94 F.3d 649
UNITED STATES of America, Appellee,
Tom Boston JOHNSON, Jr., Appellant.
United States Court of Appeals, Eighth Circuit.
Submitted July 26, 1996.
Filed Aug. 2, 1996.
NOTICE: Eighth Circuit Rule 28A(k) governs citation of unpublished opinions and provides that they are not precedent and generally should not be cited unless relevant to establishing the doctrines of res judicata, collateral estoppel, the law of the case, or if the opinion has persuasive value on a material issue and no published opinion would serve as well.
Before FAGG, WOLLMAN, and MURPHY, Circuit Judges.
In this direct criminal appeal, Tom Boston Johnson appeals his conviction and resulting 89-month sentence imposed by the district court,1 after a jury found him guilty of possessing crack cocaine with intent to distribute within 1,000 feet of a school, in violation of 21 U.S.C. §§ 841(a)(1) and 860. We affirm.
Counsel filed a brief pursuant to Anders v. California, 386 U.S. 738 (1967), and was granted leave to withdraw. Counsel argues that Johnson was selectively prosecuted, and that insufficient evidence supported Johnson's convictions. In a supplemental brief, Johnson argues that his conviction violates the Double Jeopardy Clause, that police lacked a reasonable, articulable suspicion for the initial stop which led to his arrest, and that he was stopped only because he is an African-American.
Viewed in a light most favorable to the government, the evidence was sufficient to support Johnson's convictions. United States v. Quintanilla, 25 F.3d 694, 699 (8th Cir.) (standard of review), cert. denied, 115 S.Ct. 457 (1994). From the evidence presented, a reasonable jury could conclude Johnson dropped a baggie of crack he knowingly possessed within 1,000 feet of a school. Johnson's intent to distribute could reasonably be inferred by the amount of crack, the fact it was broken up into individual rocks, and testimony that this amount was much larger than that a typical user would possess for personal use. See United States v. Lopez, 42 F.3d 463, 467 (8th Cir.1994) (listing factors which lead to reasonable inference of intent to distribute).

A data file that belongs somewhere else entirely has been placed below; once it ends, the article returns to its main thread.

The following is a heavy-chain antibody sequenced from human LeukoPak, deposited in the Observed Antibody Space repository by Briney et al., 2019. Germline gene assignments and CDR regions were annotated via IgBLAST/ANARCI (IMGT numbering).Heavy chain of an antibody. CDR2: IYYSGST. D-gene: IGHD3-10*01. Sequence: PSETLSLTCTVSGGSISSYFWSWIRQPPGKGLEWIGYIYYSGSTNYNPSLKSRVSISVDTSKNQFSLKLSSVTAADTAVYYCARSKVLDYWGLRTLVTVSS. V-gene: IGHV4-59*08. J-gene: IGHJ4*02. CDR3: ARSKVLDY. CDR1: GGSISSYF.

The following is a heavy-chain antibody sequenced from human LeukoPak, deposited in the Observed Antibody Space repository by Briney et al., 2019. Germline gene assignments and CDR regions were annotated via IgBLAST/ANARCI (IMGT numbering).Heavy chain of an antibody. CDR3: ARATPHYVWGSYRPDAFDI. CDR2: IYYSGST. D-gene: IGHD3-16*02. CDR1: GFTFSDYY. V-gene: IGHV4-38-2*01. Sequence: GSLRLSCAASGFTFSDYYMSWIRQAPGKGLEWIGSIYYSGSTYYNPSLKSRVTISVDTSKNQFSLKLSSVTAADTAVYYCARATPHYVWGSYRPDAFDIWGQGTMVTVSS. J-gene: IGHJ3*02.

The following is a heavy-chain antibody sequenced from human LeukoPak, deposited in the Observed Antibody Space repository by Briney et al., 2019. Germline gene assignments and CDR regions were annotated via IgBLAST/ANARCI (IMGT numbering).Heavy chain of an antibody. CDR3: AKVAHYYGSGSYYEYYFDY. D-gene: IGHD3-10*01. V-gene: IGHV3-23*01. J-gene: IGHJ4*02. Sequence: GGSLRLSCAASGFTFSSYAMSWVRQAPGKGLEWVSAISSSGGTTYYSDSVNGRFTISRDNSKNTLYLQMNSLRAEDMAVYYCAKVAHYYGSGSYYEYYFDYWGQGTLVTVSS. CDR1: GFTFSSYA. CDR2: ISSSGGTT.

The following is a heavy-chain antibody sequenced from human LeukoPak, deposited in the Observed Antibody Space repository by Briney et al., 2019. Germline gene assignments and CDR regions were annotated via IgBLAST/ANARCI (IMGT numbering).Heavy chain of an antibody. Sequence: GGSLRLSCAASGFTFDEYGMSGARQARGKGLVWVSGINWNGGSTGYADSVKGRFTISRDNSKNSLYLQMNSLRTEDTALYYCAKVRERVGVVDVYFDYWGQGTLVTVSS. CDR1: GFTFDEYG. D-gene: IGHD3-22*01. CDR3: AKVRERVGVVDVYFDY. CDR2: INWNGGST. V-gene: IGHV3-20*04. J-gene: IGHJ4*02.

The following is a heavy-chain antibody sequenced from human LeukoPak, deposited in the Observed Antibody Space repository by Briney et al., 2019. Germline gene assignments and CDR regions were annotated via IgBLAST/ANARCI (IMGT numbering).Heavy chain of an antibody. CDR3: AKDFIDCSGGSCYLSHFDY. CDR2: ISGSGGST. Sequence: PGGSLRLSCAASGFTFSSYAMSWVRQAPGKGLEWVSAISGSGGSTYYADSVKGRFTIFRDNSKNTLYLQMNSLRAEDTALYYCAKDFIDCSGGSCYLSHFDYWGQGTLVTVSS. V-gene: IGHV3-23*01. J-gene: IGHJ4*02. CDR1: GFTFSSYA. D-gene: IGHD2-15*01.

As to Johnson's selective prosecution claim, Johnson has not shown plain error, because he has not produced "clear and convincing evidence" that the decision to prosecute him was motivated by a discriminatory purpose. See United States v. Armstrong, 116 S.Ct. 1480, 1486-87 (1996); Fritz v. United States, 995 F.2d 136, 137 (8th Cir.1993) (plain error review for issue not raised below), cert. denied, 114 S.Ct. 887 (1994).
Johnson also has not shown plain error as to his claims that officers had no probable cause to stop him, and that he was stopped only because he is an African-American. Given the location of the lot where police officers observed Johnson drop the baggie of crack, the time of night, and the officers' observations of the actions of Johnson and his companions, the officers had reasonable, articulable suspicion to detain Johnson for a Terry-stop. See United States v. Dawdy, 46 F.3d 1427, 1429-30 (8th Cir.) (reasonable suspicion determined on totality of circumstances; listing factors that may lead experienced officer to stop individual), cert. denied, 116 S.Ct. 195 (1995); United States v. Hawthorne, 982 F.2d 1186, 1190 (8th Cir.1992) (although court "concerned" by Hawthorne's allegation he was targeted because he was young black male, relevant facts supporting Terry-stop were non-race based and sufficient to justify stop). Johnson has not raised an issue of selective enforcement, as he has not shown that the officers did not stop persons of a different race under similar circumstances, or that their decision to stop him was at least partially based on his race. Cf. United States v. Bell, 1996 WL 333447, at * 2 (8th Cir. June 19, 1996) (person claiming unequal enforcement of facially neutral statute must show that enforcement had discriminatory effect, and motivated by discriminatory purpose).
Johnson's double jeopardy argument is baseless, because his sentence was determined solely on the basis of the crack seized when he was arrested, not on the prior conduct he refers to in his brief. We have reviewed the record to determine whether any other nonfrivolous issues exist, in accordance with Penson v. Ohio, 488 U.S. 75, 80 (1988), and have found no such issues. Johnson's motion for transcript copies is denied.
Accordingly, the judgment is affirmed.
The Honorable Charles R. Wolle, Chief Judge, United States District Court for the Southern District of Iowa